And the costs for creating makerspaces needn't be that high.

And let me reiterate: the project-based component of making is important. "Making" rather than "writing" final projects for a class still demand students research and plan. But it also demands they prototype in ways that neither an essay or an exam really do. Making projects can be -- horrors! -- relevant and relevant. It can be experimental. And it can be technological -- or it can have used tech tools in its construction. It can be technological whether you're a classics or a computer science major. And arguably, these days it should be.

Makerspaces expose students to cutting edge technologies that could in turn lead to employment and entrepreneurial opportunities. And because of makerspaces' connection to open source hardware and software, students aren't learning just how to use proprietary tools. They aren't just learning a specific piece of software. Instead, they learn how to find resources and -- this is key -- they learn how to learn. 

Having some technical know-how -- tech literacy, sure, but also a comfort level with technical experimentation and with tinkering -- is becoming increasingly fundamental for all of us, as technology shapes how we learn, how we communicate, how we play and how we work.

There is a growing number of makerspaces that support these sorts of learning and building experiments. Some charge a membership fee. Some charge a materials fee. Some are for-profit. Some are not-for-profit.  Regardless of their tax status, makerspaces tend to be community-oriented. No surprise then, makerspaces are popping up in libraries and community centers. They're popping up in K-12 schools. And they're popping up on college campuses.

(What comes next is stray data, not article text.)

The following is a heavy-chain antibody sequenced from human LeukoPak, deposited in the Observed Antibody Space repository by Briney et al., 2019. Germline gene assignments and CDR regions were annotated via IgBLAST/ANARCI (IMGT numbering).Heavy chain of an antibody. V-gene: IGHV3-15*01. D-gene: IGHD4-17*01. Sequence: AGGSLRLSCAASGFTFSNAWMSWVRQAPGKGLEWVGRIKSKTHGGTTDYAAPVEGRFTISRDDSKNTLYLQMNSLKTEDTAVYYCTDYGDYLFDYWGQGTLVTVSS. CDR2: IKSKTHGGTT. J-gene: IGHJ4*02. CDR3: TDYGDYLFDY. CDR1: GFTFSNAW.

The ThinkLab at the University of Mary Washington. The MakerLab at the University of Victoria. The garage at the University of Wisconsin, Madison. The science library at the University of Nevada, Reno. The library at Valdosta State University. The Open Hardware Makerspace at North Carolina State University. The FabLab at Stanford.

One recent estimate put the number of makerspaces on college campuses at about 60, which for those keeping score at home is not quite double the number of college campuses that have partnered with Coursera.

By and large, these makerspaces are not associated with any one department. Indeed, that's the argument that many librarians are making about opening makerspaces with them. The library is already open to the entire campus community -- students and faculty of all disciplines.

This openness -- openness to the public and openness to all disciplines and skill levels -- makes the makerspace very different than the science lab, for example, or the art studio -- the two places that are perhaps the closest -- in terms of equipment at least -- to the makerspace.